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the error which we fuppofe to have crept into the infcription?

No. V.

As our epiftle purports to have been written during St. Paul's imprifonment at Rome, which lies beyond the period, to which the Acts of the Apoftles brings up his hiftory; and as we have feen and acknowledged that the epiftle contains no reference to any tranfadtion at Ephefus during the apoftle's refidence in that city, we cannot expect that it fhould fupply many marks of agreement with the narrative. One coincidence however occurs, and a coincidence of that minute and lefs obvious kind, which, as hath been repeatedly obferved, is of all others the moft to be relied upon.

Chap. vi. ver. 19,20, we read, "praying "for me, that I may open my mouth boldly "to make known the myftery of the gofpel, "for which I am an ambaflador in bonds." "In bonds" ev aXvc.ei, in a chatty. In the twenty-eighth chapter of the Acts we are informed, that Paul, after his arrival at Rome, wasfufferedtodwellbyhimfelfwithafoldier,

that that kept him. Dr. Lardner has fhewn that this mode of cuftody was in ufe amongft the Romans, and that whenever it was adopted the prifoner was bound to* the foldier by a fingle chain; in reference to which St. Paul, in the twentieth verfe of this chapter, tells the Jews, whom he had affemblad, "For this caufe therefore have I called for '* you to fee you, and to fpeak with you, "becaufe that for the hope of Ifrael I am ** bound with this chain" ryv aXv<rw Tocvt^v •uregiKtipai. It is in exacT: conformity therefore with the truth of St. Paul's fituation at the time, that he declares of himfelf in the epiftle, T<rpe<r£evu ev aAy<re;. And the exa<!tnefs is the more remarkable, as xXu<ri? (a chain) is no where ufed in the fingular number to exprefs any other kind of cuftody. When the prifoner's hands or feet were bound to- • gether, the word was fair pot (bonds), as in the twenty.fixth chapter of the Afts, where Paul replies to Agrippa, "I would to God **' that not only thou, but alfo a.11 that hear me "this day, were both almoft and altogether ".fuch as I am, except thefe bonds" .zs.tx^KTuv fao.puv Tovtuv. When the prifoner

was confined between two ibldiers, as in the cafe of Peter, A£ts, chap. xii. ver. 6, two chains were employed; and it is faid, upon his miraculous deliverance, that the "chains" (<xXv<rei$, in the plural) " fell from his hands." Aao.poj the noun, and St<rput the verb, being general terms, were applicable to this in common wjth any other fpecies of perfonal coercion; but aXv<ris, in the fingular number, to none but this.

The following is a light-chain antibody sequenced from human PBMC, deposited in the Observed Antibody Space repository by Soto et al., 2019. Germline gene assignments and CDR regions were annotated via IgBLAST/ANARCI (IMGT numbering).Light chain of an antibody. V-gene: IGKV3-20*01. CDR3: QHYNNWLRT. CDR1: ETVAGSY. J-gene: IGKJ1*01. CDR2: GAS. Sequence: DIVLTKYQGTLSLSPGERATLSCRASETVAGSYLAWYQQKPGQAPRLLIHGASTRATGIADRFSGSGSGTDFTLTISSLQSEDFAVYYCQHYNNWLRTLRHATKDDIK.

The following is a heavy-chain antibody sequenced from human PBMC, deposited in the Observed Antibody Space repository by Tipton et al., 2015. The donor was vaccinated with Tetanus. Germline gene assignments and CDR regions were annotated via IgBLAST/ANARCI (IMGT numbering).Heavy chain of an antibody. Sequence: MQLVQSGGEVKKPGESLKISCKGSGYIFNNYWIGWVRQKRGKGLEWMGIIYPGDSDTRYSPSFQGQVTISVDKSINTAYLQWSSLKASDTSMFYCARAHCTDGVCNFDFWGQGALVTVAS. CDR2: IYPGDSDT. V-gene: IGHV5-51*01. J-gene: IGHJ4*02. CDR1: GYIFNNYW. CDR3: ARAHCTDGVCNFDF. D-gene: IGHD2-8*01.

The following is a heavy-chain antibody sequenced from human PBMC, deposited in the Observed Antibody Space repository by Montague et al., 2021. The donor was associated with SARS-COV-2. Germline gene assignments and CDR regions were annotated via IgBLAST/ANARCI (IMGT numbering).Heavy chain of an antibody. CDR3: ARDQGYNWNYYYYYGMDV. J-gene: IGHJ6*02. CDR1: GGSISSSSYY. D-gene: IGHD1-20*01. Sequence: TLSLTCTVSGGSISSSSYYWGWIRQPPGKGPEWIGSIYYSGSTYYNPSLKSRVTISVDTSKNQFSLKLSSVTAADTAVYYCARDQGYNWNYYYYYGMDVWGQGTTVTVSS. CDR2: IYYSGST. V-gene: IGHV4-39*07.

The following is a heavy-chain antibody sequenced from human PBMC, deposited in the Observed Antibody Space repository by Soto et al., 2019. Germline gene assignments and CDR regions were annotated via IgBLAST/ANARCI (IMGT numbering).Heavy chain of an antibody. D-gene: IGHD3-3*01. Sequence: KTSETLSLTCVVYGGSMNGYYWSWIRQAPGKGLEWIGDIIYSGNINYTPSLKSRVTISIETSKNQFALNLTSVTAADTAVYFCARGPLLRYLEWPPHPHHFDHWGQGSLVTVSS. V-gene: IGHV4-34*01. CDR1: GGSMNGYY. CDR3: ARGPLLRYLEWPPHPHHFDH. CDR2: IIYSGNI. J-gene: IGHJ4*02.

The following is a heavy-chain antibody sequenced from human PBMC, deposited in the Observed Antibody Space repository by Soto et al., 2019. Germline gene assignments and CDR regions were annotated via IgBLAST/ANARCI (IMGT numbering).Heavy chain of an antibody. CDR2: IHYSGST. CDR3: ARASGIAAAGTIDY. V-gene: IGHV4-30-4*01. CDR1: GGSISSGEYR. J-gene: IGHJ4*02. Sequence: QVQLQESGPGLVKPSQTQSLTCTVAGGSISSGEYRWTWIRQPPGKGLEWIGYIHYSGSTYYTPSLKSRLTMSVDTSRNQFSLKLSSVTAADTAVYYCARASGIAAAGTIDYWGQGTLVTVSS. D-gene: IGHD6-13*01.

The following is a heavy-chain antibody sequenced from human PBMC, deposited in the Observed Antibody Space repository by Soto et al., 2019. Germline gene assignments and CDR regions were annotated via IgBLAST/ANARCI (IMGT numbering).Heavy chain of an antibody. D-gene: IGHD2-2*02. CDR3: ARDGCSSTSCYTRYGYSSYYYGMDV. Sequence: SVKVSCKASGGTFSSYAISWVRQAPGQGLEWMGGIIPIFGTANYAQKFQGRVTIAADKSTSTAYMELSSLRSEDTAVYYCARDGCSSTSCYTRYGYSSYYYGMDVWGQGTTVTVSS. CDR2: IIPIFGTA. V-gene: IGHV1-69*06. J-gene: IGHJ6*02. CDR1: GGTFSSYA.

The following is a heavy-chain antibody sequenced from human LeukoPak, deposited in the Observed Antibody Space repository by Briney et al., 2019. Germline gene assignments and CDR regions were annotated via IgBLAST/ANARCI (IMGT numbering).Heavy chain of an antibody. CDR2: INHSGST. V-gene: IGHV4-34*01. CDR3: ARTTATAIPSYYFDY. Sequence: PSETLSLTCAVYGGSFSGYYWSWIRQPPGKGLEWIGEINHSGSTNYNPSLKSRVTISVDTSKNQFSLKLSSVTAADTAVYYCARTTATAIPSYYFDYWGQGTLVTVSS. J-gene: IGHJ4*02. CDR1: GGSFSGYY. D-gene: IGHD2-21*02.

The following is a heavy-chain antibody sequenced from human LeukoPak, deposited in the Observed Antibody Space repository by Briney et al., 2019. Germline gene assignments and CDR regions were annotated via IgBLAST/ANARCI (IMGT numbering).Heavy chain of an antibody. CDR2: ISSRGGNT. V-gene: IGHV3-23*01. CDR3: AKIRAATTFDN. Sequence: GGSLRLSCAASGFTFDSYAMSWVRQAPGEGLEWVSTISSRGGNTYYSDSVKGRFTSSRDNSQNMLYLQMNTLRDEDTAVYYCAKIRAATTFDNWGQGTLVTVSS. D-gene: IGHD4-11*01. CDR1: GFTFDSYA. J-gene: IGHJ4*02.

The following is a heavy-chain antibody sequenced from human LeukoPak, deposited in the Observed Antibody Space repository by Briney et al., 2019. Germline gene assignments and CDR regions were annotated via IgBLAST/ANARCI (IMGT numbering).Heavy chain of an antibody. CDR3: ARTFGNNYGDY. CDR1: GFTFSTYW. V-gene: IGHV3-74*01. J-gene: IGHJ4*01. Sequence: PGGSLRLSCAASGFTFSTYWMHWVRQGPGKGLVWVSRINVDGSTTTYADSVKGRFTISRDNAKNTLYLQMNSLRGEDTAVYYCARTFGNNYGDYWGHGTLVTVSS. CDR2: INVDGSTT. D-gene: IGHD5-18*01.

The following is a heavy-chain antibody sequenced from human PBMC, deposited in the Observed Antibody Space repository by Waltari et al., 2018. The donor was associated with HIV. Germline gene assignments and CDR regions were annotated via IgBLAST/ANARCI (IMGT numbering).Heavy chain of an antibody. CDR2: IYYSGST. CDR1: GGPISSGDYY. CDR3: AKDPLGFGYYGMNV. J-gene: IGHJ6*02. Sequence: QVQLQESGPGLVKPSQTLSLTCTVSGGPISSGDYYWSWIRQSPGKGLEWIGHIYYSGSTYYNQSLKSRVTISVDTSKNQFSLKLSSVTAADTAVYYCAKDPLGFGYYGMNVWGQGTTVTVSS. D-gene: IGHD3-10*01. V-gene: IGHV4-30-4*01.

If it can be fufpe&ed that the writer of the prefent epiftle, who, in no other particular, appears to have availed himfelf of the information concerning St. Paul delivered in the A&s, had, in this verfe, borrowed the word, which he read in that book, and had adapted his expreffion to what he found there recorded of St. Paul's, treatment at Rome; in fhort, that the coincidence here noted was effected by craft and defign; I think it a ftrong reply to remark, that, in the parallel paffage of the epiftle to the Coloffians, the fame allufion is not preferved: the words there are, "praying alfo for us, "that God would open unto us a door of "utterance to fpeak the myftery of Chrifty

"for

"for which / am alfo in bonds" & o &irfAui. After what has been fhewn in a preceding number, there can be little doubt but that thefe two epiftles were written by the fame perfon. If the writer, therefore, fought for, and fraudulently inferted, the correfpondency into.one epiftle, why did he not do it in the other? A real prifoner might ufe either general words which comprehended this amongft many other modes of cuftody; or might ufe appropriate words which fpecified this, and diftinguimed it from any other mode. It would be accidental which form ofexpreffionhefell upon. But an impoftor, who had the art, in one place, to employ the appropriate term for the purpofe of fraud, would have ufed it in both places.

CHAP.

255

CHAP. VII.

THE EPISTLE TO THE PHILIPPIANS.

No. I.

TY7HEN a tranfaction is referred to * • in fuch a manner, as that the reference is eafily and immediately underflood by thofe who are beforehand, or from other quarters, acquainted with the fact, but is obfcure, or inperfect, or requires inveftigation, or a comparifon of different parts, in order to be made clear to other readers, the tranfaction Ib referred to is probably real; becaufe had it been fictitious, the writer would have fet forth his ftory more fully and plainly, not merely as confcious of the fiction, but as confcious that his readers could have no other knowledge of the fubject of his allufion than from the information of which he put them in pofleffion.

The

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